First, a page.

11. I love that you do a combo of experts+DIY. Such a great method. My husband is a literal engineer, and he gets light ribbing from family when we hire out some things, but he tells them that he knows *exactly* the potential ramifications of trying to wing what he doesn’t know, and the results are much more costly! (Possibly even deadly, depending on what you are trying to MacGyver!) It looks great and you will enjoy that space for years to come.

  12. Isn’t the grocery cost evolution/inflation terrifying? My kids are growing too (just a couple years behind yours) and staying below $1,000 a month (here in San Francisco) feels less and less realistic even with trying to economize.

    1. I’ve had to really change my menu by shopping online (ordering products by lowest unit price) and only once per week. I also do a bulk food delivery order once every six weeks for rice, coffee etc

  13. Nice job. I didn’t see the cost of the plumber in your monthly breakdown. Maybe I missed it?

  14. When was your last grocery-related post? Your grocery line actually made me feel much better, I’m constantly kicking myself when we surpass $1000 every month, but we buy mostly whole foods and still seem to barely make it last.

      1. I re-read your “Six things we never buy at the grocery store” post. I would be interested in reading an updated version sometime. I am curious if the list has changed, due to Covid-19, supply issues, etc. There are some items that I don’t see nearly as often anymore.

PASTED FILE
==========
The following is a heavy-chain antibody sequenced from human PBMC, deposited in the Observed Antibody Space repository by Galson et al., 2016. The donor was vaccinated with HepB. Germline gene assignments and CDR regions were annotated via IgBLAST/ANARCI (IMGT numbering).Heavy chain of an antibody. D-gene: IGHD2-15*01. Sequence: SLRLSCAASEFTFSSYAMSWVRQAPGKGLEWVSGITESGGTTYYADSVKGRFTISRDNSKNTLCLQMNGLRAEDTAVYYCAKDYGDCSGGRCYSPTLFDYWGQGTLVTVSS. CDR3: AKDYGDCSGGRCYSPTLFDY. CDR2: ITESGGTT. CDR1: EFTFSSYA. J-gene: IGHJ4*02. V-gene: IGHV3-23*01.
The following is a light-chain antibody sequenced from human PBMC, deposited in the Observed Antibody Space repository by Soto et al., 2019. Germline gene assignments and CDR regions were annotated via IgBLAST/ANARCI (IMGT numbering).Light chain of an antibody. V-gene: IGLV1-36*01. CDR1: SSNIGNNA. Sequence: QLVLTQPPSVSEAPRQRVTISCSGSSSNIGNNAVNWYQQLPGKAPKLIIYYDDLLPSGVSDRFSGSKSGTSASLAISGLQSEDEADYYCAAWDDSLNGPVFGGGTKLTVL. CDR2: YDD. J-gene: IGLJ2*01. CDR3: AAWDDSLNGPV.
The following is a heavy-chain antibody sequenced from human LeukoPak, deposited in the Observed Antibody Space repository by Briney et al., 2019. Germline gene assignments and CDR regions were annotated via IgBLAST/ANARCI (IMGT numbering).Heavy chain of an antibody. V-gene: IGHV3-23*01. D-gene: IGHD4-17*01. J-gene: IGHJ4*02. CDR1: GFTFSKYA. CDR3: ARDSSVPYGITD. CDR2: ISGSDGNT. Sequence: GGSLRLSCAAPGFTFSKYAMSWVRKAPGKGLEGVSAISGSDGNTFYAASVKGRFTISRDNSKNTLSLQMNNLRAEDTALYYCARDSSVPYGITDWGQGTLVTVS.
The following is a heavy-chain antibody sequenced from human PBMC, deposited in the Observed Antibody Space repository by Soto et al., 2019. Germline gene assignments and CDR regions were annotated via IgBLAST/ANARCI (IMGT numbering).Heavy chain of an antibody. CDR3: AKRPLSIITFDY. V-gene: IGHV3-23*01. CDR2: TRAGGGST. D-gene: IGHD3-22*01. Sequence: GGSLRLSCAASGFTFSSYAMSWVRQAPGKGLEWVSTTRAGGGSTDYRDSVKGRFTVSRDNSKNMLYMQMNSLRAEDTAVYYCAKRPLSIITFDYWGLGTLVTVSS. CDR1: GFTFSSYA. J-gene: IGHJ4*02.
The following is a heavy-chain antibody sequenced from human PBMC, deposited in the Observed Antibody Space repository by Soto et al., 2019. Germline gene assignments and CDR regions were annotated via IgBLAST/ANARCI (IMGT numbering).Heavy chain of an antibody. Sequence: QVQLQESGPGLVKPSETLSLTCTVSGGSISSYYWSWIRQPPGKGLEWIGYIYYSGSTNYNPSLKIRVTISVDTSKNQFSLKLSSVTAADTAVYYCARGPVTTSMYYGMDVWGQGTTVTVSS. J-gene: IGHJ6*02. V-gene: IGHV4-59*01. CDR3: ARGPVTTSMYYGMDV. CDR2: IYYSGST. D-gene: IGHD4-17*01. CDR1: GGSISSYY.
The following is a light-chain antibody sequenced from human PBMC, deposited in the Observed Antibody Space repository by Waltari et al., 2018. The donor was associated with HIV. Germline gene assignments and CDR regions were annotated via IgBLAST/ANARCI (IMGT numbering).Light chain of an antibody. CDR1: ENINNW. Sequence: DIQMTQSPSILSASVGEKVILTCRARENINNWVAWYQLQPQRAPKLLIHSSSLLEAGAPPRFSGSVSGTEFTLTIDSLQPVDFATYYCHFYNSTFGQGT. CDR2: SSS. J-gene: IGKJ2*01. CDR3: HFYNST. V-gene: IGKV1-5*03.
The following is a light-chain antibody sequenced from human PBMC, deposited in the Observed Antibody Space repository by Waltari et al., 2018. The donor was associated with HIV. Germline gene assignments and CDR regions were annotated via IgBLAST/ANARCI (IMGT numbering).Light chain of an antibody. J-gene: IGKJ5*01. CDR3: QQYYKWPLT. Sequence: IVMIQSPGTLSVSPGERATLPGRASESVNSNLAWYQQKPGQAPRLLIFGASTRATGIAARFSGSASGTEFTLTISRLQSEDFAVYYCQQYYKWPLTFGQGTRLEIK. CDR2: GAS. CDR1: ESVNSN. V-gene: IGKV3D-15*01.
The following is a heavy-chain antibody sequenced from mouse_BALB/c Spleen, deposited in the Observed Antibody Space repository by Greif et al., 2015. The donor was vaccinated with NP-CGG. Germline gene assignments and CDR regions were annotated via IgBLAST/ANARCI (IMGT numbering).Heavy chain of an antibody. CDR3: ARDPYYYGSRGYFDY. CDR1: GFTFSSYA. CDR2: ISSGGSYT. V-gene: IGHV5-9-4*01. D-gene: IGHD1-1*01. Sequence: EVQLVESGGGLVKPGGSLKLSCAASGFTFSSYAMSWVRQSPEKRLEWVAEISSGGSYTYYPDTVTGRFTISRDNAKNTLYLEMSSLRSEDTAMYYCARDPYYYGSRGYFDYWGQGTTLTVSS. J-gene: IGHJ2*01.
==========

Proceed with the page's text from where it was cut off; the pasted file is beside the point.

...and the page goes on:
15. I think we are on par with our food spend. I’ve started buying clothes second hand online. Definitely a good time of year to sort through household items and fix, sell or minimise. We had about $3,500 of breakages and repairs so far this year. I’ve also switched to using my second hand electrical appliances for cooking instead of gas and the oven. Just too expensive to run and inefficient. Nice diy job.

  16. My grandchildren are at an age where they have summer jobs. I want to match their salaries and set up Roth IRAs for them. Say I start a Roth for them at age 15 that they won’t tap until they are 65. What is the best way to “set and forget” that investment? It’s not something I want to actively manage.

    1. My first thought for “set it and forget it” would be a target date index fund (and pick a date as far out as possible to try to match your grandchildren’s retirement path). If you want to go even simpler than that, try an S&P 500 index fund. Then, either set up an automatic contribution that matches your grandchildren’s earnings, or do a single, manual deposit once a year with the matching amount.

      Anyone else have any good suggestions?

      1. Thank you for this good advice. I’ll likely use the S&P 500 and do an annual deposit once they’ve added up their earnings for the previous year.

  17. Off-topic, but if it’s okay, I want to remind everyone of the streaming apps that have free movies and shows: Tubi, Crackle, FilmRise, Roku Channel, Pluto, Plex, and Freevee. You need a smart TV or a streaming device (Roku, Fire Stick) for a standard TV.

  18. My first thought on seeing the before picture was that the wall was there because open floor layouts weren’t much of a thing back then. 🙂